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SOME EDISTO STORIES: Orangeburg’s FIRST STAR
Shawnee Smith, Orangeburg’s first motion picture star, has been working steadily on stage, in moving pictures and television since she was 8 years old. She is a granddaughter of Mrs. B.O. Smoak (Charlotte Funderburk). SPECIAL TO THE T&D

Orangeburg has its first movie star. She is Shawnee Smith, who recently completed the leading role in “Saw III,” a psycho thriller. Last season she ended five and a half years as the lazy, empty-headed office clerk on “Becker” with Ted Danson.

Still far from 40, she is beautiful, and has 29 years experience in Hollywood.

Born in the Orangeburg Regional Hospital in 1969 to Patricia (Pat) Ann Smoak and James H. Smith of Columbia, her local grandparents are Charlotte Funderberk Smoak and the late B.O. Smoak Jr.

The Smiths had just returned home with their young son, Richard, from an Air Force assignment in Germany. The hostess at their officers club, a close friend, had the name “Shawnee.”

Five months later, the family moved to West Los Angeles, where James continued studies toward a master’s degree. No one knows if movie show business can infect an infant, but by the time Shawnee reached 3, she was singing and dancing along with TV music all the time. A neighbor encouraged her enrollment in the Art Linkletter School of Dance, where she studied for the next five years.

By this time Pat had divorced, remarried and moved to the San Fernando Valley, the location of Universal and Warner Brothers studios. Slews of show biz-oriented kids and their families lived in the neighborhoods.

It proved more than a good location for Shawnee. A new friend down the block, whose daughter had been making TV commercials, urged Pat to send her pretty child’s picture to the Herb Tannen Children’s Agency. Results came fast. After an interview, they suggested that Shawnee attend their “Commercial Workshop.” It was not free; parents paid the tuition.

Shawnee landed a job within six months, in an ad which required her to skip rope. With Tannen’s promotion, more commercials came, though not steadily. She had a small role in the movie “Annie” at 11, sang on the Merv Griffith Show at 12, then won a part in a full-length TV movie called “Not My Kid.”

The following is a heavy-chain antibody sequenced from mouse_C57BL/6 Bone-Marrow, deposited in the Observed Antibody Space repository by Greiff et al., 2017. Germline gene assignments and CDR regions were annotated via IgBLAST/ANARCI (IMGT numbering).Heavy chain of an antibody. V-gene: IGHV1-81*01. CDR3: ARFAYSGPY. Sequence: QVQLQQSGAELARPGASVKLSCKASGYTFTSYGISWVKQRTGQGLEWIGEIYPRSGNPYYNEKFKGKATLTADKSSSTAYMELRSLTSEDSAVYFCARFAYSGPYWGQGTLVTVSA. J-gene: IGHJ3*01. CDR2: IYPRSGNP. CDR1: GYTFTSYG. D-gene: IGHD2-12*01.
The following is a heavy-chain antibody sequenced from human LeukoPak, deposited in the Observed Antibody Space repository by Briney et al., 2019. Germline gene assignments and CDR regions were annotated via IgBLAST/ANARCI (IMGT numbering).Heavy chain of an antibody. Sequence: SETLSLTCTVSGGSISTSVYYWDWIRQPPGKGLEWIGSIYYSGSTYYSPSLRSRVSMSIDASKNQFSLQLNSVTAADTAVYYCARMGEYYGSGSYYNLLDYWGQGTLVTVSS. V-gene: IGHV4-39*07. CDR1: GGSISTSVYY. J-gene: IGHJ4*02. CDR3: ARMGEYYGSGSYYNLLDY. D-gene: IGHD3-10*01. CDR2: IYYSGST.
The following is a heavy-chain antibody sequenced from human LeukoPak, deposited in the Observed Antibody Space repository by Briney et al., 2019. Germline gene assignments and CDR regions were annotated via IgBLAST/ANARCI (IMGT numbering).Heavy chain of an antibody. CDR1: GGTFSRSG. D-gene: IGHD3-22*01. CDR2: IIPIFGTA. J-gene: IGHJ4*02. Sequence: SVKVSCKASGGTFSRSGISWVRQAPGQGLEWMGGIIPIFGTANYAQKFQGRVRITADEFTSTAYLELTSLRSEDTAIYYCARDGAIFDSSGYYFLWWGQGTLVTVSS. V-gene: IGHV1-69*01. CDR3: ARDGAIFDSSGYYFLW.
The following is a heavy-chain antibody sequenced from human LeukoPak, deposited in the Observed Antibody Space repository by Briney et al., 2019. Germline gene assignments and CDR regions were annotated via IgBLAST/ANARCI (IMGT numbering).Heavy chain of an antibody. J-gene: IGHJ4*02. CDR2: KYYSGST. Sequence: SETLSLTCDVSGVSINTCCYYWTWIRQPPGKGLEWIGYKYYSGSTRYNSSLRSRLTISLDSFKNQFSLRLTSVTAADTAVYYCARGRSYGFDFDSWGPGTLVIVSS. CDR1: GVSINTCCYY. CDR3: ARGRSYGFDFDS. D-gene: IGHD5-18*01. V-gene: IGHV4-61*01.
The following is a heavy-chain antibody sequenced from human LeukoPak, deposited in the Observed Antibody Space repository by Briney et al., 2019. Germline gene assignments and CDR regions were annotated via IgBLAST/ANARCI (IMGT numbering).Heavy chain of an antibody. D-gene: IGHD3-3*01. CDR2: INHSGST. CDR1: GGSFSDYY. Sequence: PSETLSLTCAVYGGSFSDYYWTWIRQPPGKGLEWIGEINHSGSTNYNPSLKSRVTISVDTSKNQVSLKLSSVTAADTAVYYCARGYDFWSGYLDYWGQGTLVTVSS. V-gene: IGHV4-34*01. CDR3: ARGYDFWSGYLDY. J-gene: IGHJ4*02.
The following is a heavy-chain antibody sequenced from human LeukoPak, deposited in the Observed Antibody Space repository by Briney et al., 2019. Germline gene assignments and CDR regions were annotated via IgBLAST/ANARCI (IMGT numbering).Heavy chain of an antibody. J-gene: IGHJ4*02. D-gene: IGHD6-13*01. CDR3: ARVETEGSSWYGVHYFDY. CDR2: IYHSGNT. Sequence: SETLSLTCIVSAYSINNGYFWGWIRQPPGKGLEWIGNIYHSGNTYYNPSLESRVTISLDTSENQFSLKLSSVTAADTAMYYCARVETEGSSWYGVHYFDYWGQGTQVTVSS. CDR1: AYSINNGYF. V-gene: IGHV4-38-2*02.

At 15, she made more guest appearances and won her first stage role as an understudy in “To Gillian on Her 37th Birthday.” During rehearsals, Richard Dreyfuss, the star, noticed her work and urged that she be given the leading part. Her shining performance won the Los Angeles Drama-League Critics Award that season, a prestigious prize. No doubt it was a giant step in opening the gates toward Hollywood stardom.

Other plays followed and also a movie with Ricky Schroeder (remember him?) called “Silver Spoon.”

Many important roles came after that in television and movies. Six years ago, she began a five-and-a-half year run in “Becker,” the series about an eccentric New York City doctor starring Ted Danson. Recalling Shawnee’s interpretation of the lazy, foggy, goof-off clerk can still bring you big laughs.

Pat regrets that there was not more time for her to enjoy childhood. Even schooling had to be interrupted occasionally.

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But Shawnee has no regrets and truly loves the business. This spring, her two children, 7-year-old Verve and 8-month-old Jackson, plus a nanny, accompanied her when she traveled to Toronto to star in “Saw III,” a psycho thriller that will open on Halloween. She had good parts in the first two segments.

Back home, between films, she is relishing every hour with the kids around the small pond in front of their house. Nevertheless, career obligations come every day. With her manager and lawyer, close friends of many years, she confers, considers and discusses new scripts and promotional trips. Asked what she would most like to do if she had time, she snaps back: “Sit still.”

She does have fun with a group of eight or 10 longtime lady friends who call themselves “The Pajama Party.” Ages 23 to 75, they get together for lunch, shopping forays and birthday celebrations.

But, after the children, the career comes first. Asked “What is it about movie making that has always intrigued you?” she said, “I like the exploration of the human condition which tends to be a search of the soul. It gives you a license you don’t always get in real life. But it can also become crippling if you don’t hang on to reality.”

Shawnee will hang on. Asked about the business in general, she laughs out, “They say the only thing that is real about Hollywood is when the director calls ’Action’.”

  • Retired editor and public relations executive Thomas Langford’s column is titled “Some Edisto stories.” Let him know if you have stories to share: 803-534-2097.

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